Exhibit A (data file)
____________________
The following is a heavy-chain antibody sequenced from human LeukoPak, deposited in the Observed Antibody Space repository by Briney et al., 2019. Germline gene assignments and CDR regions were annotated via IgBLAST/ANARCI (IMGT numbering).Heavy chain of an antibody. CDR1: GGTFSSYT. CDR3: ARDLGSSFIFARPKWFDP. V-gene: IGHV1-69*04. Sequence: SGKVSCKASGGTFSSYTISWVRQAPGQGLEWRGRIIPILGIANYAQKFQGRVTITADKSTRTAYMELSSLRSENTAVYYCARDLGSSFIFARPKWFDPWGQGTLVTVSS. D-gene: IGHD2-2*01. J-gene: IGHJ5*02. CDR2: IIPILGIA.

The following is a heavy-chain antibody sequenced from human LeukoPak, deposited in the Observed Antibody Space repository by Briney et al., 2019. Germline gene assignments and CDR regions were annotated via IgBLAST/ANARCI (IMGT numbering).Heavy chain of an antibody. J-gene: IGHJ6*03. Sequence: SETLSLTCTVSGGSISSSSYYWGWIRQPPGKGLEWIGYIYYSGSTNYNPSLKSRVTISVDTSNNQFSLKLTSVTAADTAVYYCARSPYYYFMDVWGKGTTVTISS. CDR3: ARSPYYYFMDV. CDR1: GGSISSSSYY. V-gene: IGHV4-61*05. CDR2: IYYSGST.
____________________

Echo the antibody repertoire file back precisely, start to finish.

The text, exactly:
The following is a heavy-chain antibody sequenced from human LeukoPak, deposited in the Observed Antibody Space repository by Briney et al., 2019. Germline gene assignments and CDR regions were annotated via IgBLAST/ANARCI (IMGT numbering).Heavy chain of an antibody. CDR1: GGTFSSYT. CDR3: ARDLGSSFIFARPKWFDP. V-gene: IGHV1-69*04. Sequence: SGKVSCKASGGTFSSYTISWVRQAPGQGLEWRGRIIPILGIANYAQKFQGRVTITADKSTRTAYMELSSLRSENTAVYYCARDLGSSFIFARPKWFDPWGQGTLVTVSS. D-gene: IGHD2-2*01. J-gene: IGHJ5*02. CDR2: IIPILGIA.

The following is a heavy-chain antibody sequenced from human LeukoPak, deposited in the Observed Antibody Space repository by Briney et al., 2019. Germline gene assignments and CDR regions were annotated via IgBLAST/ANARCI (IMGT numbering).Heavy chain of an antibody. J-gene: IGHJ6*03. Sequence: SETLSLTCTVSGGSISSSSYYWGWIRQPPGKGLEWIGYIYYSGSTNYNPSLKSRVTISVDTSNNQFSLKLTSVTAADTAVYYCARSPYYYFMDVWGKGTTVTISS. CDR3: ARSPYYYFMDV. CDR1: GGSISSSSYY. V-gene: IGHV4-61*05. CDR2: IYYSGST.